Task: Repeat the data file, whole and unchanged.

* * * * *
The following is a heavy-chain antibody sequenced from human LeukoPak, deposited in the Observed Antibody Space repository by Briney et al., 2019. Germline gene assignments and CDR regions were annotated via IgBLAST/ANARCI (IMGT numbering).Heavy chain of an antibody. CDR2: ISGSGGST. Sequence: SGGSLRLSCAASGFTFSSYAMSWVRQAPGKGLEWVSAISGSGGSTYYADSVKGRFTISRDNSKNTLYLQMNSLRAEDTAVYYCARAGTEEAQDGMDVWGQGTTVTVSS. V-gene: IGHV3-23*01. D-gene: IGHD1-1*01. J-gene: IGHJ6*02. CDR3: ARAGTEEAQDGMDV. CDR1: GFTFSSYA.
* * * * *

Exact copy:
The following is a heavy-chain antibody sequenced from human LeukoPak, deposited in the Observed Antibody Space repository by Briney et al., 2019. Germline gene assignments and CDR regions were annotated via IgBLAST/ANARCI (IMGT numbering).Heavy chain of an antibody. CDR2: ISGSGGST. Sequence: SGGSLRLSCAASGFTFSSYAMSWVRQAPGKGLEWVSAISGSGGSTYYADSVKGRFTISRDNSKNTLYLQMNSLRAEDTAVYYCARAGTEEAQDGMDVWGQGTTVTVSS. V-gene: IGHV3-23*01. D-gene: IGHD1-1*01. J-gene: IGHJ6*02. CDR3: ARAGTEEAQDGMDV. CDR1: GFTFSSYA.